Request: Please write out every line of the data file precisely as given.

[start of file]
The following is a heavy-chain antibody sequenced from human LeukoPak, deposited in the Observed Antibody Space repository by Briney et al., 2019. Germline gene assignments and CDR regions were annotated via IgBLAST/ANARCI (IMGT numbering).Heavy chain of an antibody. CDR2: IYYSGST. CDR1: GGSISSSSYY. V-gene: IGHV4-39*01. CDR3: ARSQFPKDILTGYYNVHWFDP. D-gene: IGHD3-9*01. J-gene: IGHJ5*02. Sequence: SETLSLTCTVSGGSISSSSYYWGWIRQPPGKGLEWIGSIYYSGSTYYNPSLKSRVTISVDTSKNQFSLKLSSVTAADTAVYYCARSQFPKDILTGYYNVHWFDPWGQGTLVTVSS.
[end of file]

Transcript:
The following is a heavy-chain antibody sequenced from human LeukoPak, deposited in the Observed Antibody Space repository by Briney et al., 2019. Germline gene assignments and CDR regions were annotated via IgBLAST/ANARCI (IMGT numbering).Heavy chain of an antibody. CDR2: IYYSGST. CDR1: GGSISSSSYY. V-gene: IGHV4-39*01. CDR3: ARSQFPKDILTGYYNVHWFDP. D-gene: IGHD3-9*01. J-gene: IGHJ5*02. Sequence: SETLSLTCTVSGGSISSSSYYWGWIRQPPGKGLEWIGSIYYSGSTYYNPSLKSRVTISVDTSKNQFSLKLSSVTAADTAVYYCARSQFPKDILTGYYNVHWFDPWGQGTLVTVSS.